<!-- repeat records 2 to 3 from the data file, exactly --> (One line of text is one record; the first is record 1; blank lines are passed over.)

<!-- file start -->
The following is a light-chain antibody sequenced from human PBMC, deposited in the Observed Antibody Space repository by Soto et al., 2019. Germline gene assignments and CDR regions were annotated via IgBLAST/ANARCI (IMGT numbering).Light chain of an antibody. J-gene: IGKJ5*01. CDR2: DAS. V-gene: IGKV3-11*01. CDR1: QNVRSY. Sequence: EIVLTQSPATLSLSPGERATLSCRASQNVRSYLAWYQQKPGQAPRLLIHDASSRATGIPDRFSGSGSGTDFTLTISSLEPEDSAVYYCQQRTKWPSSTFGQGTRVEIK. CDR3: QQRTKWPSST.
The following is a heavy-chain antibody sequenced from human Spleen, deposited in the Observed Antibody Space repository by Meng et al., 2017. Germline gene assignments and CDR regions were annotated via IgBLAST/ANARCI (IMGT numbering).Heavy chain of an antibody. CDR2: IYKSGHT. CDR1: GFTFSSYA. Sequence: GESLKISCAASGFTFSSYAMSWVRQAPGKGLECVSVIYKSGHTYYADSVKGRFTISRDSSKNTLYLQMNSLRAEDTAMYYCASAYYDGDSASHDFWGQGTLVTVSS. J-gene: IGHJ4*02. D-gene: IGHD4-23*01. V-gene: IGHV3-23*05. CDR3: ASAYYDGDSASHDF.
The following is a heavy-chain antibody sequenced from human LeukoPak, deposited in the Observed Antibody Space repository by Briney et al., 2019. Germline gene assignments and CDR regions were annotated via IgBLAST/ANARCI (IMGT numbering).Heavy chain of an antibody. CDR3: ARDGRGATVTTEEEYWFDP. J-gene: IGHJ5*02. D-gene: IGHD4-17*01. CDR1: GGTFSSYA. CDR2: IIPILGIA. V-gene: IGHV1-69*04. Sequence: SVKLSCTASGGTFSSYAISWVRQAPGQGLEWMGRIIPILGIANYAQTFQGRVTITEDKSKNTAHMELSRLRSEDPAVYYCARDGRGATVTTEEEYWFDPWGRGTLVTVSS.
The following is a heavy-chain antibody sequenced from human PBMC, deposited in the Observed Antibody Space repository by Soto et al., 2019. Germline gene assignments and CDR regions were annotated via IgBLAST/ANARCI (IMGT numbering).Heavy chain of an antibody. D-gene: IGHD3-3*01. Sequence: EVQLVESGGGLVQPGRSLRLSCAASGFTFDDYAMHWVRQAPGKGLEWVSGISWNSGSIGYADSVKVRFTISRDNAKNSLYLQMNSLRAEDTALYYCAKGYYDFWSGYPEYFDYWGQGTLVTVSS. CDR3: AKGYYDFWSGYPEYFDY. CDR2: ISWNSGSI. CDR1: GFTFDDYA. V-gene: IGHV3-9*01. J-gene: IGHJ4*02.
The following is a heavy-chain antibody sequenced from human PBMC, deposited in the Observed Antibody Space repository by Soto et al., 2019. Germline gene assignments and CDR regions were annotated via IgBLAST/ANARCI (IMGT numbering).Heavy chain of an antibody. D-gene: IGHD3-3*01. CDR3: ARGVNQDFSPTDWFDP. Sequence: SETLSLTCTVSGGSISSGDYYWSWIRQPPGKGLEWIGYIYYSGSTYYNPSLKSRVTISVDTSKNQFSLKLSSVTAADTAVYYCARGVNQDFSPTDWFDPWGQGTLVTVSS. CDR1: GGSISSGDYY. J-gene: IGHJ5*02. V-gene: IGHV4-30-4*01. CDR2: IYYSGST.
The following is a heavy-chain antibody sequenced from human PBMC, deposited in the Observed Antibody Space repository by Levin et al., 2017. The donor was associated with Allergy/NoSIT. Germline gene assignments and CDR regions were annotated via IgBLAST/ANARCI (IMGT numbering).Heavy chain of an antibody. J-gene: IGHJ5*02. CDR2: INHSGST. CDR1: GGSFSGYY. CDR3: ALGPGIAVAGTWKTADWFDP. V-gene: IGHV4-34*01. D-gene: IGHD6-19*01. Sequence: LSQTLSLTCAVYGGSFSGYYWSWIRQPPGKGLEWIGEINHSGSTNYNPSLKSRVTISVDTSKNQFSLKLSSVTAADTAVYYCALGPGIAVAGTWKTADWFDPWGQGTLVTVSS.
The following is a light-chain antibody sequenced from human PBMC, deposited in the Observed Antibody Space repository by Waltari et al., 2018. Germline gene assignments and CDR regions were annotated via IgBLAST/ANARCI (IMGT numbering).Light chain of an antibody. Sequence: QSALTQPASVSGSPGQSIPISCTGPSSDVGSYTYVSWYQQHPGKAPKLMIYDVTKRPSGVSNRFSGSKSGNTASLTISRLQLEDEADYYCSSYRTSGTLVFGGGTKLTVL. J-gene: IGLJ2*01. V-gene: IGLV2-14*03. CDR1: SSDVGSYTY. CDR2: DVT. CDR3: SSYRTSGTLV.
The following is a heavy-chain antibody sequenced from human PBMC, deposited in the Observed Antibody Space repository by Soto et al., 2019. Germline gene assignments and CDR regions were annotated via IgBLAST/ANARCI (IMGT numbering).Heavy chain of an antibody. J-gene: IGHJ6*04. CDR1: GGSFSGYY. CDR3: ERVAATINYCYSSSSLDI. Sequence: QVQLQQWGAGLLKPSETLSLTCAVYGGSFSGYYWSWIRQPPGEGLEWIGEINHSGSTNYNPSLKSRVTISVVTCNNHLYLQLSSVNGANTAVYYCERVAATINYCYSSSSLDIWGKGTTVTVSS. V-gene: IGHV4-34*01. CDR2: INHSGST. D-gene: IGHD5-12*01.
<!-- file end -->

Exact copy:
The following is a heavy-chain antibody sequenced from human Spleen, deposited in the Observed Antibody Space repository by Meng et al., 2017. Germline gene assignments and CDR regions were annotated via IgBLAST/ANARCI (IMGT numbering).Heavy chain of an antibody. CDR2: IYKSGHT. CDR1: GFTFSSYA. Sequence: GESLKISCAASGFTFSSYAMSWVRQAPGKGLECVSVIYKSGHTYYADSVKGRFTISRDSSKNTLYLQMNSLRAEDTAMYYCASAYYDGDSASHDFWGQGTLVTVSS. J-gene: IGHJ4*02. D-gene: IGHD4-23*01. V-gene: IGHV3-23*05. CDR3: ASAYYDGDSASHDF.
The following is a heavy-chain antibody sequenced from human LeukoPak, deposited in the Observed Antibody Space repository by Briney et al., 2019. Germline gene assignments and CDR regions were annotated via IgBLAST/ANARCI (IMGT numbering).Heavy chain of an antibody. CDR3: ARDGRGATVTTEEEYWFDP. J-gene: IGHJ5*02. D-gene: IGHD4-17*01. CDR1: GGTFSSYA. CDR2: IIPILGIA. V-gene: IGHV1-69*04. Sequence: SVKLSCTASGGTFSSYAISWVRQAPGQGLEWMGRIIPILGIANYAQTFQGRVTITEDKSKNTAHMELSRLRSEDPAVYYCARDGRGATVTTEEEYWFDPWGRGTLVTVSS.